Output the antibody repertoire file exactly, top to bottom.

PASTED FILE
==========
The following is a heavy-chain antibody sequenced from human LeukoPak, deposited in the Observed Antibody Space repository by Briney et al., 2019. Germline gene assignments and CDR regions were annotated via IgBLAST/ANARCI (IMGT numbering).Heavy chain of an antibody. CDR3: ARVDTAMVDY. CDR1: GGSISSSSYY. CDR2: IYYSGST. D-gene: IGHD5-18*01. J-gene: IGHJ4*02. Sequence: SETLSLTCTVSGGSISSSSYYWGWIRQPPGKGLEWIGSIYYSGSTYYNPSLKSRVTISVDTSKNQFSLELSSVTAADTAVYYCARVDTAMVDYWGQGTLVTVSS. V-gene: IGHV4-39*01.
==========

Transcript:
The following is a heavy-chain antibody sequenced from human LeukoPak, deposited in the Observed Antibody Space repository by Briney et al., 2019. Germline gene assignments and CDR regions were annotated via IgBLAST/ANARCI (IMGT numbering).Heavy chain of an antibody. CDR3: ARVDTAMVDY. CDR1: GGSISSSSYY. CDR2: IYYSGST. D-gene: IGHD5-18*01. J-gene: IGHJ4*02. Sequence: SETLSLTCTVSGGSISSSSYYWGWIRQPPGKGLEWIGSIYYSGSTYYNPSLKSRVTISVDTSKNQFSLELSSVTAADTAVYYCARVDTAMVDYWGQGTLVTVSS. V-gene: IGHV4-39*01.